Adonai has blessed me and Esther with three amazing, young disciples—our sons Isaac, Josiah and Hosea. Like all human beings, our boys regularly have to contend with their flesh (their parents have to contend with it regularly as well!), but they are nevertheless remarkable, admirable children, and their desire to please their Abba and Imma and serve Adonai with their lives is self-evident. Yet despite the positive affirmations of others and our most objective assessment of their progress, as parents, we still wonder from time to time (like, every day!) if we’re getting through… if we’re teaching them the right way… if they’re going to be okay.
Isaac, my eldest, was an only child for his first five years, enjoying life as the sole beneficiary of his parents’ attention and accolades. When Josiah came along, Isaac quickly found himself thrust into the role of “big brother,” and life began to instruct him in the ways of sharing, responsibility, and how to be quick and eager to serve. Over the years, we discerned that his acts of excellent, diligent service (doing his chores, helping his brothers) were sometimes born out of sheer obligation and obedience. In fact, he often felt resentful and inconvenienced by the service he was required to perform—he felt entitled to be lazy, independent, and selfish.
One recent evening, as dinnertime was coming to a close, I emptied my drinking glass, and—still thirsty—asked aloud, “Would someone please get me some more water?” Without hesitation, Isaac dutifully rose from his seat, and, reaching for my glass, made the offhand remark, “I’m always Someone…” indicating how often he is the one to respond to the family’s generic requests for assistance. But what I initially assumed to be an instance of clever, humorous observation, quickly became one of the most profound moments of my life, when he added thoughtfully, “…but really, I’m Nobody.”
…that’s when I knew we had gotten through.
Isaac understood exactly what he was saying, and the gravity of his own confession, “I’m always Someone, but really, I’m Nobody.” He understood that for the one who is Messiah’s, his life must be that of total self-denial: refusing to self-assign value or worth (beyond that which we intrinsically have in Yeshua); subjecting our will to the hand of the One who now owns us; dying to ourselves, and rejecting any inherent or instilled sense of entitlement.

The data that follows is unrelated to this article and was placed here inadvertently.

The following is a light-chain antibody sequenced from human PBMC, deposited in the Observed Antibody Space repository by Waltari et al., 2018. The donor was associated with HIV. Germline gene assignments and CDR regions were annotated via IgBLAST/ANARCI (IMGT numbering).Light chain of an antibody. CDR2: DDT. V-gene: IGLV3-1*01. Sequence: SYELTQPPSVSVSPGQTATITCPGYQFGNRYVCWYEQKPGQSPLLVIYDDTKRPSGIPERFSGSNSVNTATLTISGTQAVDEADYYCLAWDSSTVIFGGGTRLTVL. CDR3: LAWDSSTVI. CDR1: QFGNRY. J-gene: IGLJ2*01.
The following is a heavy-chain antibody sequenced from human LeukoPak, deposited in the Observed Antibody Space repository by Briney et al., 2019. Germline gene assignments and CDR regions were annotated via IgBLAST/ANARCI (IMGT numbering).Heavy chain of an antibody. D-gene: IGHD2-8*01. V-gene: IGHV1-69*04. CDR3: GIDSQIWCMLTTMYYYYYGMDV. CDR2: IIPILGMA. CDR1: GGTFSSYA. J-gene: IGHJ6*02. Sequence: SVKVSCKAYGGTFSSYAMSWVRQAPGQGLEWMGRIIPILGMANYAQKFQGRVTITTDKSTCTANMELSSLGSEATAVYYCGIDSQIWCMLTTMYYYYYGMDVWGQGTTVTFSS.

Just like a young boy who naturally feels he is owed the right to cater solely to his own desires and interests, don’t we as disciples of Messiah regularly—and wrongly—feel entitled to a life of comfort, prosperity, and ease? Don’t we feel that our faith in Yeshua entitles us to a happy, carefree life—one in which we pray for whatever our hearts desire, and then expect Yeshua to obediently provide it for us? We have bought into the lifestyle lie that claims we deserve everything we want because we are in Messiah—when, in reality, what we signed on for was poverty: an impoverished existence void of self.
“For let this attitude be in you that is also in Messiah Yeshua, who… made Himself nothing…” (Phil.2:5-7) As children of God, we don’t have to wonder if our Father is teaching us the right way. As His sons and daughters, we will most certainly be okay, as long as we hear and apply what He’s trying to get through. Our Master, Yeshua, blazed a narrow trail for us to follow—a path of selflessness and total sacrifice. The question is, are we willing to be the Someones who eagerly put the needs of others above our own, entitled only to be the Nobodies who completely lose themselves for the Master?
What do you think? How have you made yourself a “Someone” and failed to be the “Nobody” Yeshua wants you to be? What do you need to do to change both your attitude and your actions? Post a comment below.
This “Word from Kevin” was previously published in Messianic Jewish Issues.